Malicious Ads Embedded in Ad Images Gain Traction According to GeoEdge’s Real-Time Blocking

Nov 16, 2018


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With malvertisers always looking for new ways to infiltrate their malicious code, a trend gaining traction in Q4 2018 is steganography – the act of embedding malicious code into an unseen image hidden in an ad’s image.

GeoEdge, the premier provider of ad security and verification solutions for the digital advertising ecosystem, first noticed an increase of incidents of steganography with malicious code inserted into ad images earlier this year through the company’s Real-Time Blocking solution for Publishers. And the number of incidents has been growing exponentially in Q4 2018.

Experian, a multi-billion dollar global information services company had one of their ads innocently targeted with a second image, one that was not visible to the user but hidden inside the ad request which called up the embedded malicious code. Once the ad appears on a user’s desktop or phone, the malicious code is enabled. In this instance, the malicious code was an auto-redirect to a phishing site targeting U.S. users. Other instances uncovered by GeoEdge’s Real-Time Blocking Solution for Publishers found additional malicious campaigns utilizing auto-redirects sending unsuspecting users to malicious websites.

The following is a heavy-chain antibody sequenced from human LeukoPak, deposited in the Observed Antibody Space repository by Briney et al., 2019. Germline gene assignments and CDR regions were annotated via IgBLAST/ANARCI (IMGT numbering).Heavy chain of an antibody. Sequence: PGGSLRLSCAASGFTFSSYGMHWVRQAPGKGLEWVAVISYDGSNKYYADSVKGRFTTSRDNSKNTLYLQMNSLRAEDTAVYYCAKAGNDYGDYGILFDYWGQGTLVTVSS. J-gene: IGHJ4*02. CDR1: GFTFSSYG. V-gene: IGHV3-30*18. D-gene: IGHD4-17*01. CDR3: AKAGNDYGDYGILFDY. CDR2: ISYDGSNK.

For publishers, beyond the lost dollars in revenue, these redirects to malicious ads cause a bad experience for site visitors who are unsuspectingly taken to sites they didn’t want where they can fall victim to phishing attacks and expose their personal and financial data such as e-mail addresses, credit card numbers, social security numbers and other information.

According to GeoEdge’s research, last year auto-redirect malvertising attacks cost publishers $210 million and marketers $920 million, resulting in a $1.13 billion annual loss for the online advertising ecosystem. That number will be 20-30% higher next year according to the amount of such attacks being seen via GeoEdge’s Real-Time Blocking solution.

Not every security provider monitors and analyzes images for malicious code on a constant basis. This creates an opportunity for the exploitation of a potential vulnerability in the embedded images which, if left undetected, could provide malicious advertisers with a potential windfall.


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